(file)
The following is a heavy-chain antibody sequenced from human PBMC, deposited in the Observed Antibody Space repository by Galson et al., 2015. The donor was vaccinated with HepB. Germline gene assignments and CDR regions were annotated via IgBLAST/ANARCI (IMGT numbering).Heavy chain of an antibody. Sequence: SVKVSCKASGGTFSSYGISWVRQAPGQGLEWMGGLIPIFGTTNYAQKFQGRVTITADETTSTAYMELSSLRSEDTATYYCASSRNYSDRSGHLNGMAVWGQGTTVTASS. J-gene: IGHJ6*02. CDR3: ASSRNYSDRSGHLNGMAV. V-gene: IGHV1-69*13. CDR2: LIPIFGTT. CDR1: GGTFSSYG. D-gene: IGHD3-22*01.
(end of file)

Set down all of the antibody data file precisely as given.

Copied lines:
The following is a heavy-chain antibody sequenced from human PBMC, deposited in the Observed Antibody Space repository by Galson et al., 2015. The donor was vaccinated with HepB. Germline gene assignments and CDR regions were annotated via IgBLAST/ANARCI (IMGT numbering).Heavy chain of an antibody. Sequence: SVKVSCKASGGTFSSYGISWVRQAPGQGLEWMGGLIPIFGTTNYAQKFQGRVTITADETTSTAYMELSSLRSEDTATYYCASSRNYSDRSGHLNGMAVWGQGTTVTASS. J-gene: IGHJ6*02. CDR3: ASSRNYSDRSGHLNGMAV. V-gene: IGHV1-69*13. CDR2: LIPIFGTT. CDR1: GGTFSSYG. D-gene: IGHD3-22*01.